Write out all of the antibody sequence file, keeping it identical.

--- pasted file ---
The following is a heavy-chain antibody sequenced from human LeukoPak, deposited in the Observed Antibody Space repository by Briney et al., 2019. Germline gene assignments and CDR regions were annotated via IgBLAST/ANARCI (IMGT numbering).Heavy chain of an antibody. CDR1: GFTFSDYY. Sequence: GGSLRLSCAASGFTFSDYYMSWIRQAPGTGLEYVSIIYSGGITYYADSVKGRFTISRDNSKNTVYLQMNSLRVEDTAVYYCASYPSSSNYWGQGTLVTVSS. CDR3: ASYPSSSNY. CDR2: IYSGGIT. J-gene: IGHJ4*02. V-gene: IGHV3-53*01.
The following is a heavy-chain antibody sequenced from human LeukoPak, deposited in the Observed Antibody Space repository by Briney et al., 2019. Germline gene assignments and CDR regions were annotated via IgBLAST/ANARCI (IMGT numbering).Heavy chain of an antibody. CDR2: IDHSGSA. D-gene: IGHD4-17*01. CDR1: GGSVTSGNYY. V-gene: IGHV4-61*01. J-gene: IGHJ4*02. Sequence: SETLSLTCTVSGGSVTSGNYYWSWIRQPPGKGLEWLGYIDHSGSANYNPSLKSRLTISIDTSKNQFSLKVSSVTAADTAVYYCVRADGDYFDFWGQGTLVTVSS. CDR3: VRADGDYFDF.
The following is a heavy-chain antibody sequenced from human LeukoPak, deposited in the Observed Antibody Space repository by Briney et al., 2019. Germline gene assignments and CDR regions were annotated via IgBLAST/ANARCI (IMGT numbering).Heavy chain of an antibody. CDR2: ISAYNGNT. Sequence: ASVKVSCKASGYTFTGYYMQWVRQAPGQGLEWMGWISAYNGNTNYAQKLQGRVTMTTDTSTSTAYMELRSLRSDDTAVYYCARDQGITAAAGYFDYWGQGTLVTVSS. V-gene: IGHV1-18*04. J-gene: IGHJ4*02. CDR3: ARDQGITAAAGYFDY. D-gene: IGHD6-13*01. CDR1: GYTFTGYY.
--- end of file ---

The following is a heavy-chain antibody sequenced from human LeukoPak, deposited in the Observed Antibody Space repository by Briney et al., 2019. Germline gene assignments and CDR regions were annotated via IgBLAST/ANARCI (IMGT numbering).Heavy chain of an antibody. CDR1: GFTFSDYY. Sequence: GGSLRLSCAASGFTFSDYYMSWIRQAPGTGLEYVSIIYSGGITYYADSVKGRFTISRDNSKNTVYLQMNSLRVEDTAVYYCASYPSSSNYWGQGTLVTVSS. CDR3: ASYPSSSNY. CDR2: IYSGGIT. J-gene: IGHJ4*02. V-gene: IGHV3-53*01.
The following is a heavy-chain antibody sequenced from human LeukoPak, deposited in the Observed Antibody Space repository by Briney et al., 2019. Germline gene assignments and CDR regions were annotated via IgBLAST/ANARCI (IMGT numbering).Heavy chain of an antibody. CDR2: IDHSGSA. D-gene: IGHD4-17*01. CDR1: GGSVTSGNYY. V-gene: IGHV4-61*01. J-gene: IGHJ4*02. Sequence: SETLSLTCTVSGGSVTSGNYYWSWIRQPPGKGLEWLGYIDHSGSANYNPSLKSRLTISIDTSKNQFSLKVSSVTAADTAVYYCVRADGDYFDFWGQGTLVTVSS. CDR3: VRADGDYFDF.
The following is a heavy-chain antibody sequenced from human LeukoPak, deposited in the Observed Antibody Space repository by Briney et al., 2019. Germline gene assignments and CDR regions were annotated via IgBLAST/ANARCI (IMGT numbering).Heavy chain of an antibody. CDR2: ISAYNGNT. Sequence: ASVKVSCKASGYTFTGYYMQWVRQAPGQGLEWMGWISAYNGNTNYAQKLQGRVTMTTDTSTSTAYMELRSLRSDDTAVYYCARDQGITAAAGYFDYWGQGTLVTVSS. V-gene: IGHV1-18*04. J-gene: IGHJ4*02. CDR3: ARDQGITAAAGYFDY. D-gene: IGHD6-13*01. CDR1: GYTFTGYY.